Baby bottle tooth decay
Milk is the first thing babies’ drink, whether breast or formula and then cow’s milk, and it is integral to their growth and development. Having a feeding schedule early on helps to establish great habits and to avoid baby bottle tooth decay or Early Childhood Caries (ECC).
Your child will begin to get their first teeth around 6 months old, which is also the time when solid foods are being introduced. Night time breast feeding or bottle feeding can cause dental decay because we produce a lot less saliva at night and therefore the mouth becomes dry – this environment with the milk residue present on the teeth is perfect for bacteria to cause tooth decay! Best practice is to have the last bottle/nursing, then brush your babies’ teeth before putting him or her to bed. If your baby awakes during the night and needs another feeding of milk, then take a facecloth and wipe the milk residue from the teeth surfaces. Ideally, your child would be given only water after brushing his or her teeth at night time.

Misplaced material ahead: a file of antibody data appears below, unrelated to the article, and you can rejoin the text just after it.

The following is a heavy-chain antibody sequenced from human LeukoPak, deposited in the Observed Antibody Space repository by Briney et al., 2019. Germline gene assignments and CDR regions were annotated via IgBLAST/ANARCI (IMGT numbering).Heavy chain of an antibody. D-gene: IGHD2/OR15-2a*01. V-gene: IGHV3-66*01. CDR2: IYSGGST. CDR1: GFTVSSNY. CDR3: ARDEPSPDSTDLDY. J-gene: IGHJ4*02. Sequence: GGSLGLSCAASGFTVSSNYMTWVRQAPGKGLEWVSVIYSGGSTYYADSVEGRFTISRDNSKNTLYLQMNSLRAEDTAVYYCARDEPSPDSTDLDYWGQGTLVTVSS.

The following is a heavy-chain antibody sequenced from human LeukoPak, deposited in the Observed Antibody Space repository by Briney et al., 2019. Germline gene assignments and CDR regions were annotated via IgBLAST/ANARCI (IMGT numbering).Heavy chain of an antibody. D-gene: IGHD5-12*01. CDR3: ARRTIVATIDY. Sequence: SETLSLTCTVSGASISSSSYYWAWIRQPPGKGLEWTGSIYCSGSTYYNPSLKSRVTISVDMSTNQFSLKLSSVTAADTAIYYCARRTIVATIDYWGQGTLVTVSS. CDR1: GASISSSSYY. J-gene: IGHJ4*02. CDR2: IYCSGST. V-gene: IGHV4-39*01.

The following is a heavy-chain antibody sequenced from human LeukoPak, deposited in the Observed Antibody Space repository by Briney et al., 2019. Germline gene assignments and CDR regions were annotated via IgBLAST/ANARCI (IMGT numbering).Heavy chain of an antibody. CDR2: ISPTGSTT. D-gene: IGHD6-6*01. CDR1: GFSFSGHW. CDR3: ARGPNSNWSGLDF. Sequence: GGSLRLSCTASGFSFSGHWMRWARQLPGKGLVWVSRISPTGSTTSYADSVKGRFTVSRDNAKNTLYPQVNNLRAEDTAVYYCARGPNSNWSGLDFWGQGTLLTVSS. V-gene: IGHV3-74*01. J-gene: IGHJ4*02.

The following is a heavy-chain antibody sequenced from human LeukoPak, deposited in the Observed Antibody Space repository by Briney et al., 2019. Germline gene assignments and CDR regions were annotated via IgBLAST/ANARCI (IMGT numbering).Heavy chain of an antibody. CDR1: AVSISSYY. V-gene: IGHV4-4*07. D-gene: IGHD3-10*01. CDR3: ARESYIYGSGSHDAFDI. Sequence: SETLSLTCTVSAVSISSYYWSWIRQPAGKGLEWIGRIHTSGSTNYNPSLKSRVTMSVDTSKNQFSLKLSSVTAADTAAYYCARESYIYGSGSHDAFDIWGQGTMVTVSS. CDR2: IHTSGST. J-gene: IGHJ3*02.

ECC will look like ‘white spots’ on your babies’ front teeth. After time, then they will become cavities or holes and will look yellow in colour. Your child may have pain at this point. Tooth decay can always lead to pain, swelling and infection or tooth abscess – this is a dental emergency and needs to be treated promptly by removing the tooth.